How to Choose the Right Lenses
Just as eyeglass frames come in a wide array of types, so do the lenses of prescription eyeglasses. At Peepers Optical, our Denver eyeglasses can be fitted with a variety of lenses, with features such as durability, lens thickness, protective coatings, and color tints. Our staff will be pleased to explain your options so you can make the perfect choice for your daily lifestyle and vision.
Types of Lenses
Technological progress has led to many new lens materials for prescription eyeglasses in Denver. In past years, lenses were crafted only from glass. Currently, high-tech plastics are the accepted material. More resilient, thinner and lightweight, plastic lenses can also be treated with a protective filter to block your eyes from harmful UV rays. Modern plastic lenses for prescription eyewear are also more scratch-resistant than older versions. Options include:
- Polycarbonate: ideal for sports, due to high impact-resistance. UV protection is also generally built-in.
- Trivex: similar to polycarbonate, these lenses are super-thin, light, and highly durable.
- Aspheric: the curvature varies with these lenses, so they can be flatter and thinner to allow clear vision through a larger surface area.
- High-index plastic: thinner and lighter than standard plastic, this material is a superior option for strong vision prescriptions.
- Polarized sunglasses: glare is reduced, which enhances your vision for activities such as driving or sports. (However, they can blur the liquid crystal display on your dashboard.)
- Photochromic: made of either glass or plastic, these lenses darken in response to UV rays. They are often worn in place of sunglasses, although they may not work when sitting behind windshields that have UV protection.
Coatings for Eyeglass Lenses
Eyeglass coatings have a lot to offer! Your options include:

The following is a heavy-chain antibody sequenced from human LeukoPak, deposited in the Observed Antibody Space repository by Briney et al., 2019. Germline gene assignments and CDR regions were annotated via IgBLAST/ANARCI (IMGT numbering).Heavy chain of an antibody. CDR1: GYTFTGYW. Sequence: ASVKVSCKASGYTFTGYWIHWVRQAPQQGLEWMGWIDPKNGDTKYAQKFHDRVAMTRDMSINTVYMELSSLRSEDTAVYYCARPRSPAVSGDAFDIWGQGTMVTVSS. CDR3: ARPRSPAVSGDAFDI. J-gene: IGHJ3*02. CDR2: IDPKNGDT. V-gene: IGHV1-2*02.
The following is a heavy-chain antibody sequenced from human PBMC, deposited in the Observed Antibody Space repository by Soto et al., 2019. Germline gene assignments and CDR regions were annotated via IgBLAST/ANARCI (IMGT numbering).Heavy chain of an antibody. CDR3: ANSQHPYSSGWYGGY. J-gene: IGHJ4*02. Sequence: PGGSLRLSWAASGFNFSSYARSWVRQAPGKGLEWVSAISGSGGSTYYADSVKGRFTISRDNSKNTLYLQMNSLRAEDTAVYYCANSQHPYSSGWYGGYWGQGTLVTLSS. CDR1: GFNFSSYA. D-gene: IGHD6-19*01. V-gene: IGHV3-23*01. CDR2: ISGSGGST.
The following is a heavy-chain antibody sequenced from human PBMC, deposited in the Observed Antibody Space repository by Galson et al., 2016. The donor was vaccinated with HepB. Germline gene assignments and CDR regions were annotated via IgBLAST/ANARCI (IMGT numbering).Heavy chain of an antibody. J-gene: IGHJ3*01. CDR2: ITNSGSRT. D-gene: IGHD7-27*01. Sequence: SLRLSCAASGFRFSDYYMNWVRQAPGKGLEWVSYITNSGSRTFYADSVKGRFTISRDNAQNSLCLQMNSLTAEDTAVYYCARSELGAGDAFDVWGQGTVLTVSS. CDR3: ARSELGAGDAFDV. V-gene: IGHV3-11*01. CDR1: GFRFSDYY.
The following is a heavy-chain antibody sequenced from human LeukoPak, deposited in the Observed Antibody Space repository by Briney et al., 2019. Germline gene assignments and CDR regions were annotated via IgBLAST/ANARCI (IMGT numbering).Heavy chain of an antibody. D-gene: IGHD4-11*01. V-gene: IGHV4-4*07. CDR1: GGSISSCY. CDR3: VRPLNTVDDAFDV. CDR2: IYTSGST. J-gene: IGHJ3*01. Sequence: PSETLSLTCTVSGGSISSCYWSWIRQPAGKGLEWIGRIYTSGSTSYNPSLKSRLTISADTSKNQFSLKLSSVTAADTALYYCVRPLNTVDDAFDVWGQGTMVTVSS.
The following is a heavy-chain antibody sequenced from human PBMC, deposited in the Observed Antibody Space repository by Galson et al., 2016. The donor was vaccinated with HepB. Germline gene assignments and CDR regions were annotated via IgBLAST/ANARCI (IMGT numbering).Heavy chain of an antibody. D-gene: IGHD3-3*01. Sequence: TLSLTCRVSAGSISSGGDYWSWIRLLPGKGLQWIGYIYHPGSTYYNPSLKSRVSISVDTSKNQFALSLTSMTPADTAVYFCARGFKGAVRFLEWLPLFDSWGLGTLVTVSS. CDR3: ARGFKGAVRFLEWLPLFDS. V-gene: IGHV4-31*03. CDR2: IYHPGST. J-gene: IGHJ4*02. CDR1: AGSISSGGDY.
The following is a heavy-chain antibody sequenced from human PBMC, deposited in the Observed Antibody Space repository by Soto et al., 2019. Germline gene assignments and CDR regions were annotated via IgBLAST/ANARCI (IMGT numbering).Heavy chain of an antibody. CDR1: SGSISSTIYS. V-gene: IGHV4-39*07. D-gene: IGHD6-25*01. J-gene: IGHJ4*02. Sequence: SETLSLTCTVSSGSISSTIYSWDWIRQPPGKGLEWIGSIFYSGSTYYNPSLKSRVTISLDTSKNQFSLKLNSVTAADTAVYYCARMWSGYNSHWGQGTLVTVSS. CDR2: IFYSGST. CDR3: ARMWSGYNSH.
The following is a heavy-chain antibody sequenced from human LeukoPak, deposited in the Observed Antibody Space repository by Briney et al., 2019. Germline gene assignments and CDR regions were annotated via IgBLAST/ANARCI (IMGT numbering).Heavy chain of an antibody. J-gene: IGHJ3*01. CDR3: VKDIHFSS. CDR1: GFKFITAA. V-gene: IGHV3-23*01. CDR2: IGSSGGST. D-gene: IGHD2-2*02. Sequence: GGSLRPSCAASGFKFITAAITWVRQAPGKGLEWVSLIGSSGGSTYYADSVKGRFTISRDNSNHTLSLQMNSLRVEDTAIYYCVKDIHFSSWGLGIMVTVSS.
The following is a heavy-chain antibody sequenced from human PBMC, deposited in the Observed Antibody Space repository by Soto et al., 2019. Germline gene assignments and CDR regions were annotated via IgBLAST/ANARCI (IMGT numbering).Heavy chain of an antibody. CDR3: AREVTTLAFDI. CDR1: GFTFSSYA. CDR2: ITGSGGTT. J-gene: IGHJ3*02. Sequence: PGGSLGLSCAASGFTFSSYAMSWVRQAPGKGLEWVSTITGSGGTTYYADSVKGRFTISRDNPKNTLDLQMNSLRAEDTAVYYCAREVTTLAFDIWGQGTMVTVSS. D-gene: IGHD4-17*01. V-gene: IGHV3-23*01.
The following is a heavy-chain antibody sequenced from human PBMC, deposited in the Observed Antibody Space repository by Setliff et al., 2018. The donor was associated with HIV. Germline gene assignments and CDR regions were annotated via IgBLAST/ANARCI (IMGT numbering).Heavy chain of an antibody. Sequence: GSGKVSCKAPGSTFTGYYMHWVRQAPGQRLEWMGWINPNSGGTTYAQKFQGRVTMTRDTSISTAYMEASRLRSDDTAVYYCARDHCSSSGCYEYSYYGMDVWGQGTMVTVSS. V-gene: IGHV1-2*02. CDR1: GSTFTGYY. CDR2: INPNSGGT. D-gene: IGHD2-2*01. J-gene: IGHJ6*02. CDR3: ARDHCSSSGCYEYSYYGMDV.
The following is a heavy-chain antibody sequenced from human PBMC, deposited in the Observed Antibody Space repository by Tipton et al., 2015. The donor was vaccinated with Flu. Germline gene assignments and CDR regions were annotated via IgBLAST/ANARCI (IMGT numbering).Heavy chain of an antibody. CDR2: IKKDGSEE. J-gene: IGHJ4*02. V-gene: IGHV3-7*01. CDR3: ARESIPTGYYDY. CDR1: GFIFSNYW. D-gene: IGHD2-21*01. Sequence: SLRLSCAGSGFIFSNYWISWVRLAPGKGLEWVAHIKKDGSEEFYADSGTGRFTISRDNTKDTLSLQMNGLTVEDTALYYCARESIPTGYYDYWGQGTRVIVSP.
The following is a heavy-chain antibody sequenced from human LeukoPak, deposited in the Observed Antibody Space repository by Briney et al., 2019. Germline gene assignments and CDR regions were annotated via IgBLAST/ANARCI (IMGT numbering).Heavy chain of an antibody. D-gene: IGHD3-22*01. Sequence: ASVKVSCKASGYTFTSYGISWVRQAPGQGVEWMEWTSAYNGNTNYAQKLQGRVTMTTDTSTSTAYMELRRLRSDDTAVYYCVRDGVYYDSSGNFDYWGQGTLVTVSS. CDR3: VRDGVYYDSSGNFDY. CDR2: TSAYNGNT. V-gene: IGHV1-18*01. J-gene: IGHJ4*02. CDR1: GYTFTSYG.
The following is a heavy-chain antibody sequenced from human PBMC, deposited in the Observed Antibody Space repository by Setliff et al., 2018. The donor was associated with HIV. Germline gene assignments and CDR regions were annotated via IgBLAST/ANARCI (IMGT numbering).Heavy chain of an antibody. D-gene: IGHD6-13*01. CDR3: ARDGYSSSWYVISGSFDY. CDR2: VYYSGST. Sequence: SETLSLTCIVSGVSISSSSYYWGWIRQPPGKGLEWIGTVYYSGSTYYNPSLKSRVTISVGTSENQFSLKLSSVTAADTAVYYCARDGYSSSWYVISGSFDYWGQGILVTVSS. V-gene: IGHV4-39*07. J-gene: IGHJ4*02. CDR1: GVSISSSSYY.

- Anti-reflective coatings to reduce or eliminate reflections, glare, and halos around light.
- Scratch-resistant and UV protection are typically built into every prescription lens.
- Tinted lenses to increase visual contrast, especially for outdoor sports.
- Mirror coatings to hide your eyes; they are available in many hues, such as gold, silver, and blue.
Multifocal Eyeglass Lenses
Multifocal lenses, such as bifocals and trifocals, correct more than one vision problem at a time. It used to be that you could always tell when someone was wearing multifocals, due to a visible line bisecting the lens. Nowadays though, prescription eyeglasses often appear seamless.
Bifocals are divided into two distinct sections. The upper part of the lens has a prescription for distance and the lower part is for close vision. People with presbyopia usually need these prescription eyeglasses. Trifocals have a third section in the lens, which rests above the bifocal area. Objects that are located within your arm’s reach are viewed through this portion.
When choosing from our Denver eyeglasses collection, many patients prefer progressive lenses. These advanced lenses are made with multiple prescriptions, yet an unsightly line isn’t visible on the lens. They are much more attractive and less “old-looking” than the bifocals of yesteryear!
Our optometrist will perform a detailed eye exam to determine the accurate prescription for your Denver eyeglasses. When it comes time to choose your frames and lenses, we’ll advise you on the best features to give you sharp vision, lasting wear, and an attractive look!
Bifocals are lenses with two distinct viewing areas to help correct vision that fails at two or even three distances.
Manufactured to be thinner at the edges of the lens and lighter in weight overall—a good choice for people with stronger prescriptions.
Photochromic lenses change from clear to dark based on the intensity of UV radiation.
Polycarbonate lenses are up to 10 times more impact resistant than regular plastic lenses.
Progressive lenses allow multiple vision fields to be incorporated into a single lens without any clear distinction between the fields themselves. This is why progressive lenses are often referred to as “no-line” bifocals or trifocals.
So often, one pair of eyeglasses simply can’t do it all. Watch a short video about the benefits of having a second pair!
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